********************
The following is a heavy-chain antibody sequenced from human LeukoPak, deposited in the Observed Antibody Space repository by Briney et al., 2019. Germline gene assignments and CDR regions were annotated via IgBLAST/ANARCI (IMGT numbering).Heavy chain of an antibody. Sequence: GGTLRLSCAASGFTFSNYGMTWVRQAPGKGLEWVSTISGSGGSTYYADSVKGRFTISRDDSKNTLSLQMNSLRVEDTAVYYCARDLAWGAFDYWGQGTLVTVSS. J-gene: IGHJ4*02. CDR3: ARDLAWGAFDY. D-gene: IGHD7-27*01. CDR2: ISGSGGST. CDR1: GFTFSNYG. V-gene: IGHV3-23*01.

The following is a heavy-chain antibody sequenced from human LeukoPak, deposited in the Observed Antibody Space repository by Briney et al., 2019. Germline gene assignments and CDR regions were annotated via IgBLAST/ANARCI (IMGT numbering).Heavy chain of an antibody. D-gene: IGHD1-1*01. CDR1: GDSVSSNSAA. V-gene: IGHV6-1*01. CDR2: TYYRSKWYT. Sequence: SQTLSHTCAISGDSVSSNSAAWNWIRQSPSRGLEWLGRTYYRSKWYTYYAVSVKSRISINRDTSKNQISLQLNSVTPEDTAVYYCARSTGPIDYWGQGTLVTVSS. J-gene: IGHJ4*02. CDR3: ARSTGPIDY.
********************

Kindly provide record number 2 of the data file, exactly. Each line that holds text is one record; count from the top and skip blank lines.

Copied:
The following is a heavy-chain antibody sequenced from human LeukoPak, deposited in the Observed Antibody Space repository by Briney et al., 2019. Germline gene assignments and CDR regions were annotated via IgBLAST/ANARCI (IMGT numbering).Heavy chain of an antibody. D-gene: IGHD1-1*01. CDR1: GDSVSSNSAA. V-gene: IGHV6-1*01. CDR2: TYYRSKWYT. Sequence: SQTLSHTCAISGDSVSSNSAAWNWIRQSPSRGLEWLGRTYYRSKWYTYYAVSVKSRISINRDTSKNQISLQLNSVTPEDTAVYYCARSTGPIDYWGQGTLVTVSS. J-gene: IGHJ4*02. CDR3: ARSTGPIDY.